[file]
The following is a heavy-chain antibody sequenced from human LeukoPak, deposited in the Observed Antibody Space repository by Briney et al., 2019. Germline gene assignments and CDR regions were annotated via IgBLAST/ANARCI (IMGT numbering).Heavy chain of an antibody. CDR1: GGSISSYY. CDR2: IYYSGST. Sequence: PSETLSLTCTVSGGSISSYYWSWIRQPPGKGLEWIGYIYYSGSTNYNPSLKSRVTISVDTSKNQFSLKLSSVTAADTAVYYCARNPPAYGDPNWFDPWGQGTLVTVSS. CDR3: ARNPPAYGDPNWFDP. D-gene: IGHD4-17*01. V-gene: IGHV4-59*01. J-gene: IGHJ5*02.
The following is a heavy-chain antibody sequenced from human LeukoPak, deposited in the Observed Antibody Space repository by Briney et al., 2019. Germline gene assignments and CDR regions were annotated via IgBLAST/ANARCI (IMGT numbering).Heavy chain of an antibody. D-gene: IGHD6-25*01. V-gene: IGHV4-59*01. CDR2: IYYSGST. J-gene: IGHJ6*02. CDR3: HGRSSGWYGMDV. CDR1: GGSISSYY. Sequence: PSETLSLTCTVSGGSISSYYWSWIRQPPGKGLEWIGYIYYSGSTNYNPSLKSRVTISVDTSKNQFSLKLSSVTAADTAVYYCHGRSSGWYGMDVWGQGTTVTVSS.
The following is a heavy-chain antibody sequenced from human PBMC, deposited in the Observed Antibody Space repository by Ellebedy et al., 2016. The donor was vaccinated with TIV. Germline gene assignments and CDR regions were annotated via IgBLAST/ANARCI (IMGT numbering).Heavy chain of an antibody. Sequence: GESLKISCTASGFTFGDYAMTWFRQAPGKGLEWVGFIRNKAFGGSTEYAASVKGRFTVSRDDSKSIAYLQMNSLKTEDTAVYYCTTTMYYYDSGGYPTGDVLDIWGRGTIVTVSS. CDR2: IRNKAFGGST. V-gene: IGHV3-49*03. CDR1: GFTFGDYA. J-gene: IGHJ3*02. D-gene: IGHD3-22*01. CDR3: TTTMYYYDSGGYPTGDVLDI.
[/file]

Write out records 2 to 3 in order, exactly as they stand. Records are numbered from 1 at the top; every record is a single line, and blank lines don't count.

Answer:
The following is a heavy-chain antibody sequenced from human LeukoPak, deposited in the Observed Antibody Space repository by Briney et al., 2019. Germline gene assignments and CDR regions were annotated via IgBLAST/ANARCI (IMGT numbering).Heavy chain of an antibody. D-gene: IGHD6-25*01. V-gene: IGHV4-59*01. CDR2: IYYSGST. J-gene: IGHJ6*02. CDR3: HGRSSGWYGMDV. CDR1: GGSISSYY. Sequence: PSETLSLTCTVSGGSISSYYWSWIRQPPGKGLEWIGYIYYSGSTNYNPSLKSRVTISVDTSKNQFSLKLSSVTAADTAVYYCHGRSSGWYGMDVWGQGTTVTVSS.
The following is a heavy-chain antibody sequenced from human PBMC, deposited in the Observed Antibody Space repository by Ellebedy et al., 2016. The donor was vaccinated with TIV. Germline gene assignments and CDR regions were annotated via IgBLAST/ANARCI (IMGT numbering).Heavy chain of an antibody. Sequence: GESLKISCTASGFTFGDYAMTWFRQAPGKGLEWVGFIRNKAFGGSTEYAASVKGRFTVSRDDSKSIAYLQMNSLKTEDTAVYYCTTTMYYYDSGGYPTGDVLDIWGRGTIVTVSS. CDR2: IRNKAFGGST. V-gene: IGHV3-49*03. CDR1: GFTFGDYA. J-gene: IGHJ3*02. D-gene: IGHD3-22*01. CDR3: TTTMYYYDSGGYPTGDVLDI.